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Employer's Sexual Harassment Investigation Trumps Emotional Distress Claim

  • April 15, 2000

The U. S. Court of Appeals for the Second Circuit recently dismissed an employee's claim for negligent infliction of emotional distress arising from an employer's sexual harassment investigation. The Second Circuit ruled that courts must examine an employer's investigation from the viewpoint of the employer considering the "worst case scenarios" at the time of the alleged harassment. The threat of negligence claims arising from a sexual harassment investigation cannot deter employers from carrying out their obligations under the law when investigating such alleged misconduct. Malik v. Carrier Corp.

While the plaintiff participated in a leadership training program for new business school graduates, the employer received complaints that the plaintiff had made sexually explicit comments to two female employees and was arrogant toward female employees. Company representatives met with the plaintiff's supervisor, interviewed the complainants, and then met with the plaintiff who admitted that he made one sexually explicit remark but denied the other allegations. Based on its investigation, the company determined that the plaintiff had engaged in unacceptable workplace conduct and noted this in the plaintiff's personnel file. Thereafter, the employer terminated his employment.

The plaintiff sued the company for, among other things, negligent infliction of emotional distress, alleging the company acted negligently in investigating the allegations of sexual harassment and in documenting the incident in his personnel file. After a trial, the jury returned a verdict of $400,000 in favor of the plaintiff. The company appealed to the Second Circuit and argued that it had not acted negligently because federal law required it to investigate the sexual harassment allegations.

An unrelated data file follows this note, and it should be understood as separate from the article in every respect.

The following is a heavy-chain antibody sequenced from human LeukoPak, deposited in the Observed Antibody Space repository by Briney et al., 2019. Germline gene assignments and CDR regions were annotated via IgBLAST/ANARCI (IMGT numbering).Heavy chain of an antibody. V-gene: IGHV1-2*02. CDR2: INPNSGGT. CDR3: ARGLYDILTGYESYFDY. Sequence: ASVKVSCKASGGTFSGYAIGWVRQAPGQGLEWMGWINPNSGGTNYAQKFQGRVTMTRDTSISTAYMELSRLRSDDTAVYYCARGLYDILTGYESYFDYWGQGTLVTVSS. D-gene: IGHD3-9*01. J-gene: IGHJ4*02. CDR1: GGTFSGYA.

The Second Circuit agreed with the company, saying "corrective actions that a risk-averse employer might take to comply with federal law may not give rise to a negligence action." In so holding, the court said it must view an employer's actions at the time of the events when "worst-case scenarios must govern its conduct." An employer cannot stop investigating simply because the accused denies the allegations.

The court held the company was within its rights in documenting the incident in the plaintiff's personnel file because, under a worst-case scenario, the company's failure to do so could lead to liability under federal law. Finally, the court rejected the plaintiff's argument that the company was careless in addressing the issue with his supervisor. "An employer simply cannot be diligent in carrying out an investigation if it must weigh every sentence or question with an eye to whether a jury might later conclude that it unreasonably injured an alleged harasser's psyche." As a result, the court dismissed the plaintiff's negligent infliction of emotional distress claim.

Editor's Note: This case reinforces the importance of conducting thorough investigations into harassment complaints.

©2000 Jackson Lewis P.C. This material is provided for informational purposes only. It is not intended to constitute legal advice nor does it create a client-lawyer relationship between Jackson Lewis and any recipient. Recipients should consult with counsel before taking any actions based on the information contained within this material. This material may be considered attorney advertising in some jurisdictions. Prior results do not guarantee a similar outcome.

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